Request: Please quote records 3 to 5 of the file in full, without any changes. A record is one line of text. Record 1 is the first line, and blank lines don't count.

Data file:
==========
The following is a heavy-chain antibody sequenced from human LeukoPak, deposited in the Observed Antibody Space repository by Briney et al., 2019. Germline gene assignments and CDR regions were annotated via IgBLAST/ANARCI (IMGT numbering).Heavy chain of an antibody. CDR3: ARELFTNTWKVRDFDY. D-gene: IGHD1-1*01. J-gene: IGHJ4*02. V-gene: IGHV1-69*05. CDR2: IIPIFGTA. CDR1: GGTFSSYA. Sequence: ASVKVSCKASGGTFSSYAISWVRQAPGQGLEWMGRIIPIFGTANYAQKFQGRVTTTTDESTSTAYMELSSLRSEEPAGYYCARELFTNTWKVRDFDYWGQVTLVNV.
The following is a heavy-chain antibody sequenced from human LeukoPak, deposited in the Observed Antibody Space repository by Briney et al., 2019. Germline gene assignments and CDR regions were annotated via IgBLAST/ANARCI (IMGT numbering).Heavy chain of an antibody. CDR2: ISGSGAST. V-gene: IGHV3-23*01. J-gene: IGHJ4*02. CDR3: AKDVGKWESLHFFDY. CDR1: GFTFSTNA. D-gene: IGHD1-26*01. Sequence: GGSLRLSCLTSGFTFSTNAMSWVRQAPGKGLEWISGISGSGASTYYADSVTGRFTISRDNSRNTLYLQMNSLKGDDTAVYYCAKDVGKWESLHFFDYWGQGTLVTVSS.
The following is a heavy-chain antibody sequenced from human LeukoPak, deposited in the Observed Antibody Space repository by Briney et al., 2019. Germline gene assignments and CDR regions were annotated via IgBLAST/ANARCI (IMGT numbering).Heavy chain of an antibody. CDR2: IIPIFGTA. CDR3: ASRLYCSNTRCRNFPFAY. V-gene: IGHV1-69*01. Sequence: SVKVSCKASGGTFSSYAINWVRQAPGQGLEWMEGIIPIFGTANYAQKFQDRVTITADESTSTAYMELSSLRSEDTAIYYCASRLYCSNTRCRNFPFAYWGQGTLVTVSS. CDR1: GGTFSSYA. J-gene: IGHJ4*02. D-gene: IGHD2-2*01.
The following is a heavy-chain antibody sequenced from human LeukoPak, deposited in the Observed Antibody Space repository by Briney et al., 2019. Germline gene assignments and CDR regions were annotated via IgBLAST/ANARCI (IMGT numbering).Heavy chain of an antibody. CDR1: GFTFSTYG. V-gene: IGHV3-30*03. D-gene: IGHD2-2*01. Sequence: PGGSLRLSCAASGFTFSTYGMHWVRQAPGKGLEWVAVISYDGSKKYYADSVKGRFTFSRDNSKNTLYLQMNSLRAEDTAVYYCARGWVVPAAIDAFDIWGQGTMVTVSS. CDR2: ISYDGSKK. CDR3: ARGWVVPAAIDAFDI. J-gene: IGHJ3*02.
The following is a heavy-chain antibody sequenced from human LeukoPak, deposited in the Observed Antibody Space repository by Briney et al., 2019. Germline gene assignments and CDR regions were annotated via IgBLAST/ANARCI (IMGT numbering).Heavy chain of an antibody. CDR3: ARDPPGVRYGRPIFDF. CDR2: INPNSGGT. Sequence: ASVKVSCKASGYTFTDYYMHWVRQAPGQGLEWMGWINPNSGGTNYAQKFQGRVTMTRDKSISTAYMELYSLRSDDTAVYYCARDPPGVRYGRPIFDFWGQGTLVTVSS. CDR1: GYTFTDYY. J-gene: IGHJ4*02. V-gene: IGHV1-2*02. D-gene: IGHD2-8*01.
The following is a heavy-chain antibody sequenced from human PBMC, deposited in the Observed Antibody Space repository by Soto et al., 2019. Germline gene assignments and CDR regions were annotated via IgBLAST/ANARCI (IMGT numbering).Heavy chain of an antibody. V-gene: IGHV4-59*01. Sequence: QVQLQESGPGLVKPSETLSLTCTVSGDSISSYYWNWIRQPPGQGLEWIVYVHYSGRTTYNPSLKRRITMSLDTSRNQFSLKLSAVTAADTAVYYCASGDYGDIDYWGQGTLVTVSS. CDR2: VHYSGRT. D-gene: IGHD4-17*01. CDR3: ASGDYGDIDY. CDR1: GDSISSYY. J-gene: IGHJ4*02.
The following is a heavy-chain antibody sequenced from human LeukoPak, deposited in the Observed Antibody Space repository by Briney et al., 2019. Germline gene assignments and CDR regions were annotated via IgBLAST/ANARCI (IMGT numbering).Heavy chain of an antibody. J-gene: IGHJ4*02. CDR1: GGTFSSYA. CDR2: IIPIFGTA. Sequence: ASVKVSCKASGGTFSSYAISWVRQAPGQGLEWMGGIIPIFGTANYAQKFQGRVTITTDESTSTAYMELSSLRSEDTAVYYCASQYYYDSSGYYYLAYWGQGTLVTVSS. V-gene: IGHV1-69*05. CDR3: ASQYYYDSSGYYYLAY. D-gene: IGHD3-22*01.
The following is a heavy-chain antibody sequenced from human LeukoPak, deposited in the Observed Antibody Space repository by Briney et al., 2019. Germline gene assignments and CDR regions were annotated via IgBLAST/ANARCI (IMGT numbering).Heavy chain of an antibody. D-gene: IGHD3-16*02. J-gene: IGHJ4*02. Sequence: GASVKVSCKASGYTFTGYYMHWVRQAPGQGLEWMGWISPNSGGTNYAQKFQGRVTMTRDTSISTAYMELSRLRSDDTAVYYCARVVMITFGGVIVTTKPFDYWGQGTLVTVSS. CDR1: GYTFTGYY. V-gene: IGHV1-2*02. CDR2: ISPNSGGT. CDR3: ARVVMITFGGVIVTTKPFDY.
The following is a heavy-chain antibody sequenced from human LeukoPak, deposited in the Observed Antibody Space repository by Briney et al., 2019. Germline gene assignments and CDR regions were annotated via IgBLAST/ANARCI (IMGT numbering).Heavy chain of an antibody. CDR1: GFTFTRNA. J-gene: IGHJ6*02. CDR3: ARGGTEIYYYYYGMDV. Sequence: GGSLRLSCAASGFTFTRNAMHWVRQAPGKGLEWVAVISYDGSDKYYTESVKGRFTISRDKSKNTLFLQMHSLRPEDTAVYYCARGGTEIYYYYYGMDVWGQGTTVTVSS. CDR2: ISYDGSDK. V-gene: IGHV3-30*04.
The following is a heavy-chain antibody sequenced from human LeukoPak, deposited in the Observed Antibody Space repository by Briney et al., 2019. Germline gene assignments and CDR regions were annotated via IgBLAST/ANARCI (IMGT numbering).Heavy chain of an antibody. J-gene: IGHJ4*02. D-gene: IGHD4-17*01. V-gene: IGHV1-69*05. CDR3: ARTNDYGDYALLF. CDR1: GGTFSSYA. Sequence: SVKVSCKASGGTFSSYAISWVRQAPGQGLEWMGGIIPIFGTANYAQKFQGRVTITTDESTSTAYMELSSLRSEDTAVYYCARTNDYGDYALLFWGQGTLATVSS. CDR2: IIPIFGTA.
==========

The following is a heavy-chain antibody sequenced from human LeukoPak, deposited in the Observed Antibody Space repository by Briney et al., 2019. Germline gene assignments and CDR regions were annotated via IgBLAST/ANARCI (IMGT numbering).Heavy chain of an antibody. CDR2: IIPIFGTA. CDR3: ASRLYCSNTRCRNFPFAY. V-gene: IGHV1-69*01. Sequence: SVKVSCKASGGTFSSYAINWVRQAPGQGLEWMEGIIPIFGTANYAQKFQDRVTITADESTSTAYMELSSLRSEDTAIYYCASRLYCSNTRCRNFPFAYWGQGTLVTVSS. CDR1: GGTFSSYA. J-gene: IGHJ4*02. D-gene: IGHD2-2*01.
The following is a heavy-chain antibody sequenced from human LeukoPak, deposited in the Observed Antibody Space repository by Briney et al., 2019. Germline gene assignments and CDR regions were annotated via IgBLAST/ANARCI (IMGT numbering).Heavy chain of an antibody. CDR1: GFTFSTYG. V-gene: IGHV3-30*03. D-gene: IGHD2-2*01. Sequence: PGGSLRLSCAASGFTFSTYGMHWVRQAPGKGLEWVAVISYDGSKKYYADSVKGRFTFSRDNSKNTLYLQMNSLRAEDTAVYYCARGWVVPAAIDAFDIWGQGTMVTVSS. CDR2: ISYDGSKK. CDR3: ARGWVVPAAIDAFDI. J-gene: IGHJ3*02.
The following is a heavy-chain antibody sequenced from human LeukoPak, deposited in the Observed Antibody Space repository by Briney et al., 2019. Germline gene assignments and CDR regions were annotated via IgBLAST/ANARCI (IMGT numbering).Heavy chain of an antibody. CDR3: ARDPPGVRYGRPIFDF. CDR2: INPNSGGT. Sequence: ASVKVSCKASGYTFTDYYMHWVRQAPGQGLEWMGWINPNSGGTNYAQKFQGRVTMTRDKSISTAYMELYSLRSDDTAVYYCARDPPGVRYGRPIFDFWGQGTLVTVSS. CDR1: GYTFTDYY. J-gene: IGHJ4*02. V-gene: IGHV1-2*02. D-gene: IGHD2-8*01.